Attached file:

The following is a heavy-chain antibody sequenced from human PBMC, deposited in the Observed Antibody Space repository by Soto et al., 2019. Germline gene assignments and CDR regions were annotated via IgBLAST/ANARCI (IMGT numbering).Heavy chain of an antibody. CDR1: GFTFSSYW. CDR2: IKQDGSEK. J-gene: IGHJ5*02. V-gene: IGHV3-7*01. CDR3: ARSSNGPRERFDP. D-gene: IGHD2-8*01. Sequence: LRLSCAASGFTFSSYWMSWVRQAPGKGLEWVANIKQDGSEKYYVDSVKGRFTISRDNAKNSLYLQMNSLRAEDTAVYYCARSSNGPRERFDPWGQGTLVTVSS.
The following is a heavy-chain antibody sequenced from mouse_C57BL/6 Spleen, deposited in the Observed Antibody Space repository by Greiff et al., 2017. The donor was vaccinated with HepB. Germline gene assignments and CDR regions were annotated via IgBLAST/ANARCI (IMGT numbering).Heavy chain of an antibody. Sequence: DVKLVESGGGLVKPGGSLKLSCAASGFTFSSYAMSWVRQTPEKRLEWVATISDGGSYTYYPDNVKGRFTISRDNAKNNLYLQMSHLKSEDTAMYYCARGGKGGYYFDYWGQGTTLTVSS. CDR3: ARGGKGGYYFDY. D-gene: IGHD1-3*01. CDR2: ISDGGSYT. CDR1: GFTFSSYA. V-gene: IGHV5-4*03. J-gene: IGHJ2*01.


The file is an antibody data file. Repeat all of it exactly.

The following is a heavy-chain antibody sequenced from human PBMC, deposited in the Observed Antibody Space repository by Soto et al., 2019. Germline gene assignments and CDR regions were annotated via IgBLAST/ANARCI (IMGT numbering).Heavy chain of an antibody. CDR1: GFTFSSYW. CDR2: IKQDGSEK. J-gene: IGHJ5*02. V-gene: IGHV3-7*01. CDR3: ARSSNGPRERFDP. D-gene: IGHD2-8*01. Sequence: LRLSCAASGFTFSSYWMSWVRQAPGKGLEWVANIKQDGSEKYYVDSVKGRFTISRDNAKNSLYLQMNSLRAEDTAVYYCARSSNGPRERFDPWGQGTLVTVSS.
The following is a heavy-chain antibody sequenced from mouse_C57BL/6 Spleen, deposited in the Observed Antibody Space repository by Greiff et al., 2017. The donor was vaccinated with HepB. Germline gene assignments and CDR regions were annotated via IgBLAST/ANARCI (IMGT numbering).Heavy chain of an antibody. Sequence: DVKLVESGGGLVKPGGSLKLSCAASGFTFSSYAMSWVRQTPEKRLEWVATISDGGSYTYYPDNVKGRFTISRDNAKNNLYLQMSHLKSEDTAMYYCARGGKGGYYFDYWGQGTTLTVSS. CDR3: ARGGKGGYYFDY. D-gene: IGHD1-3*01. CDR2: ISDGGSYT. CDR1: GFTFSSYA. V-gene: IGHV5-4*03. J-gene: IGHJ2*01.